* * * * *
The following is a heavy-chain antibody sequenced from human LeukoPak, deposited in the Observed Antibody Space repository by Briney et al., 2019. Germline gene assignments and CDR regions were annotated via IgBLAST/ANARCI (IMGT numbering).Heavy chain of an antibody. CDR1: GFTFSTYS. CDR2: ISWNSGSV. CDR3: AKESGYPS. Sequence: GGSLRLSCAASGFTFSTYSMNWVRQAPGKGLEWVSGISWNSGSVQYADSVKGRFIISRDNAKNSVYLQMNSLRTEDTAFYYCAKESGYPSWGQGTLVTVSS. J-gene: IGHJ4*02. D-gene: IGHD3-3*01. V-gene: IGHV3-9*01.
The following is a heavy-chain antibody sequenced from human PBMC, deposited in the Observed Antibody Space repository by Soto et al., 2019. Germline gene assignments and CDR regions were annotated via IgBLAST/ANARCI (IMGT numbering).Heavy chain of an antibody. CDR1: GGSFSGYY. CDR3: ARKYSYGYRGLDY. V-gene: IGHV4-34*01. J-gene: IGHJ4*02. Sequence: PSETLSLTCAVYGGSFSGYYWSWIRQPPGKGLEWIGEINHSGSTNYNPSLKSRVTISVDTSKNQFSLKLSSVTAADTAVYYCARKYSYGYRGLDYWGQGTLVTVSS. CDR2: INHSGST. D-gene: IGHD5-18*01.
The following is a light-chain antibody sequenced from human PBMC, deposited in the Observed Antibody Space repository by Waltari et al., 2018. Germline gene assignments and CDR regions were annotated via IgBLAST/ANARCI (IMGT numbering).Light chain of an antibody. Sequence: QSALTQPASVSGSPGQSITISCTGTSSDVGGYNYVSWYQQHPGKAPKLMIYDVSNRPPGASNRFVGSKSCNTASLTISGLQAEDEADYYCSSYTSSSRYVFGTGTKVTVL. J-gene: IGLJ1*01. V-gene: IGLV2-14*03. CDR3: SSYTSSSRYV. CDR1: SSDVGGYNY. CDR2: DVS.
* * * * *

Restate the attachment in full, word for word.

The following is a heavy-chain antibody sequenced from human LeukoPak, deposited in the Observed Antibody Space repository by Briney et al., 2019. Germline gene assignments and CDR regions were annotated via IgBLAST/ANARCI (IMGT numbering).Heavy chain of an antibody. CDR1: GFTFSTYS. CDR2: ISWNSGSV. CDR3: AKESGYPS. Sequence: GGSLRLSCAASGFTFSTYSMNWVRQAPGKGLEWVSGISWNSGSVQYADSVKGRFIISRDNAKNSVYLQMNSLRTEDTAFYYCAKESGYPSWGQGTLVTVSS. J-gene: IGHJ4*02. D-gene: IGHD3-3*01. V-gene: IGHV3-9*01.
The following is a heavy-chain antibody sequenced from human PBMC, deposited in the Observed Antibody Space repository by Soto et al., 2019. Germline gene assignments and CDR regions were annotated via IgBLAST/ANARCI (IMGT numbering).Heavy chain of an antibody. CDR1: GGSFSGYY. CDR3: ARKYSYGYRGLDY. V-gene: IGHV4-34*01. J-gene: IGHJ4*02. Sequence: PSETLSLTCAVYGGSFSGYYWSWIRQPPGKGLEWIGEINHSGSTNYNPSLKSRVTISVDTSKNQFSLKLSSVTAADTAVYYCARKYSYGYRGLDYWGQGTLVTVSS. CDR2: INHSGST. D-gene: IGHD5-18*01.
The following is a light-chain antibody sequenced from human PBMC, deposited in the Observed Antibody Space repository by Waltari et al., 2018. Germline gene assignments and CDR regions were annotated via IgBLAST/ANARCI (IMGT numbering).Light chain of an antibody. Sequence: QSALTQPASVSGSPGQSITISCTGTSSDVGGYNYVSWYQQHPGKAPKLMIYDVSNRPPGASNRFVGSKSCNTASLTISGLQAEDEADYYCSSYTSSSRYVFGTGTKVTVL. J-gene: IGLJ1*01. V-gene: IGLV2-14*03. CDR3: SSYTSSSRYV. CDR1: SSDVGGYNY. CDR2: DVS.